In the meantime, women over the age of 70 can request free three-yearly screening and should receive the leaflet 'Over 70? You are still entitled to breast screening' (developed jointly with Age UK) to advise them of this fact when they leave the NHS BSP. NHS Cancer Screening Programmes has commissioned research to examine if more can be done to raise awareness of this right.
John McDonnell: To ask the Secretary of State for Health what recent representations he has received on the effects of the introduction on standards of care and safety in residential homes of the 1 October deadline for full registration of residential care homes with the Care Quality Commission; and if he will make a statement. 
Anne Milton: The Care Quality Commission (CQC) is the independent regulator of health and adult social care services in England. From 1 October 2010, independent healthcare and adult social care providers were brought within the new registration framework under the Health and Social Care Act 2008, which replaced registration under Care Standards Act 2000. Providers of regulated activities must be registered with CQC, and comply with registration requirements regulations that set out essential levels of safety and quality.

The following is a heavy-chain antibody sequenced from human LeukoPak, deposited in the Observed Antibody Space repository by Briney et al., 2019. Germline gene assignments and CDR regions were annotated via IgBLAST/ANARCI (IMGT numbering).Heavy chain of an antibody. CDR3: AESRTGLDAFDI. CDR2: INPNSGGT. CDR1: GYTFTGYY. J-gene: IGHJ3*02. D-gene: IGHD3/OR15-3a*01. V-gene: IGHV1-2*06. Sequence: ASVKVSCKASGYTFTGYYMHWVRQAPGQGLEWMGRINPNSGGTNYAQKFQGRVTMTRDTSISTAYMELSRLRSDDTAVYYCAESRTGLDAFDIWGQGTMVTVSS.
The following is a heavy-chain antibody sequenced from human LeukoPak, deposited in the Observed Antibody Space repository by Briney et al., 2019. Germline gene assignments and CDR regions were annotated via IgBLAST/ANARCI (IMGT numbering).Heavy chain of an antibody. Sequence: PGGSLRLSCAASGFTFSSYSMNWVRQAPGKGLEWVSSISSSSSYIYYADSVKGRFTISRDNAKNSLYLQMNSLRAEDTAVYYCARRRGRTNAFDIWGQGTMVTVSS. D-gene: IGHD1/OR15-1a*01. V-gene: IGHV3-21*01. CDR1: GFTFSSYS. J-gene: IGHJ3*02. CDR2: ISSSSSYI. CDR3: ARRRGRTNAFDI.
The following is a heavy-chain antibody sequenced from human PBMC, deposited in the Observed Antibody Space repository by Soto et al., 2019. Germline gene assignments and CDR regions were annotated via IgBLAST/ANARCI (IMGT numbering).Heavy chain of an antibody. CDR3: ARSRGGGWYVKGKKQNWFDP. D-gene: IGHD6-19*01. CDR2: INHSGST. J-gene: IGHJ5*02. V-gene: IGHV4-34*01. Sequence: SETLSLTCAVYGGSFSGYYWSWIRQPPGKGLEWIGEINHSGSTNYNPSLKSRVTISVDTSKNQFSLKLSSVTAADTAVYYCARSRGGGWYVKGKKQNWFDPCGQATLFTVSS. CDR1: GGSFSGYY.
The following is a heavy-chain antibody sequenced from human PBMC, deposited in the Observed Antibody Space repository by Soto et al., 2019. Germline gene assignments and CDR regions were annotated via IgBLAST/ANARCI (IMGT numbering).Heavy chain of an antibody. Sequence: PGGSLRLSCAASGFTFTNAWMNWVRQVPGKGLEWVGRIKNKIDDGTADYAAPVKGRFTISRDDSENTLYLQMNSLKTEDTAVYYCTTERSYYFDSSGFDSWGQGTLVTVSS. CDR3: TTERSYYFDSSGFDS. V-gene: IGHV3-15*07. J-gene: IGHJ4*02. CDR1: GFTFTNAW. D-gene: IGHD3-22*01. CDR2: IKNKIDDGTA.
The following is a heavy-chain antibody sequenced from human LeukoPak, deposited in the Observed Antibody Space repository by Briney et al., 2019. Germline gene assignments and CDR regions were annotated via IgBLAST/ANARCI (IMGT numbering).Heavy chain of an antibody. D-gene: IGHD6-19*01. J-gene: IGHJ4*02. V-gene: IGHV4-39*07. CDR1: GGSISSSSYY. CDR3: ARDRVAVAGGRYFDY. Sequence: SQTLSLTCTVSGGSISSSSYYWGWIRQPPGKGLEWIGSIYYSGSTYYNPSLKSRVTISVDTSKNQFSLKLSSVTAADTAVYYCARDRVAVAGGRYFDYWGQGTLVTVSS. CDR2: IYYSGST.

The Department has received two letters about the effects of the introduction of the new registration framework. The first letter was from the trade union Unison raising issues linked to staff morale at CQC and the effectiveness of the new registration process. The second letter was from Merton MIND Management Committee expressing concerns about providers being aware of the introduction of the new standards of care and safety in residential homes and the timescales, cost and quality of inspections under the new standards.